In order for me to access this state administered program I must undergo an annual assessment to determine what fee amount, based on my income, I must pay in order to use this service. In my family household both my wife's income and my income are counted to determine my weekly fee, minus any allowable medical expenses, of course. However, if your allowable medical expenses are low, your weekly fee can be somewhat overwhelming. Over the years, my weekly fee has been as high as $150 per week. Only recently has it been $50 per week and this is due to the fortunate diagnosis of me becoming diabetic (did I say fortunate?). Yes, I find myself thinking what other illness needs to happen to me so that I can afford my much needed attendant care services?  Must I hope and pray for some other medical condition? But, then I realized, I still need to figure out how I would pay for the prescription drugs I would need.  This is my Act 150 dilemma.   

What I further realized about this crazy unfairness is this - although we must manage the everyday expenses as our non-disabled counterparts do, they are not subject to these additional expenses in their everyday lives.

Let me make this point even clearer. Earlier, I mentioned other income based state run programs. I recently purchased a new accessible van and OVR assisted me with the modifications I needed for my van (readers, keep this in mind, I love OVR), but understand this too is associated with being assessed with an out-of-pocket fee based on your income.  It cost me an additional $6,200.00.

I recently purchased a new motorized wheelchair and at present it looks like an out-of-pocket fee may be assessed in the area of an additional $3,000.

People with disabilities, like myself, work very hard to work their way out of depending on public assistance, but it seems, even when you are successful and work your way out of it, the system is stacked against you! For the first time in my life and at a time where I am becoming more and more in need of attendant care services I must seriously consider giving it up because I can't afford it.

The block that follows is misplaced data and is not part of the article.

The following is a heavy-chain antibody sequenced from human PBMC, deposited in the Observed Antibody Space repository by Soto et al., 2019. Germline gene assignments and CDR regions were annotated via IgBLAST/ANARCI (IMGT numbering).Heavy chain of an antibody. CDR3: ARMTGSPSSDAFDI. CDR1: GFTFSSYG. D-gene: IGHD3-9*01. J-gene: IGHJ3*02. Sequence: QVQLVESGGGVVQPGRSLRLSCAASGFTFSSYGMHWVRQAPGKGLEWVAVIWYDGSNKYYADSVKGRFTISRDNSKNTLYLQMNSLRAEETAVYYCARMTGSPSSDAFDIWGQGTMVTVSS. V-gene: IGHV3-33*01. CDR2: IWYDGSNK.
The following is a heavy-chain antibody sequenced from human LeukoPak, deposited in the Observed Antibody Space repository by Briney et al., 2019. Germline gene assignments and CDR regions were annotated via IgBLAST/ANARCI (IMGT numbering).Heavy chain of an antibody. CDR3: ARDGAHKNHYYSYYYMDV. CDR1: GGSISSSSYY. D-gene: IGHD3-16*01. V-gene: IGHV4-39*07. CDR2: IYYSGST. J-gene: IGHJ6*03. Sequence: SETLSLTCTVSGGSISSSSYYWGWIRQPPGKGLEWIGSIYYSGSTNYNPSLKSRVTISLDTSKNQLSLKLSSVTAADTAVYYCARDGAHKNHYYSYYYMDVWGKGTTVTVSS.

I have worked over 30 years trying to improve the lives of people with all types of disabilities and to a degree I know I have made a difference. But for some reason I don't have much hope about the issue that I have tried to explain here. I have discussed this with other disabled colleagues and they too feel the sense of helplessness when it comes to these issues. 

Will what I am writing here make a difference? Probably not, but like I said earlier, at least I am making you aware of it.

Theo W. Braddy is the CEO of the Center for Independent Living of Central Pennsylvania (CILCP) and a person with a disability. If this is an issue that is facing you or someone you know, he wants to hear from you. Theo can be emailed at TheoBraddy@cilcp.org.


back to top

Give Now

Support for WITF is provided by:

Become a WITF sponsor today »

Support for WITF is provided by:

Become a WITF sponsor today »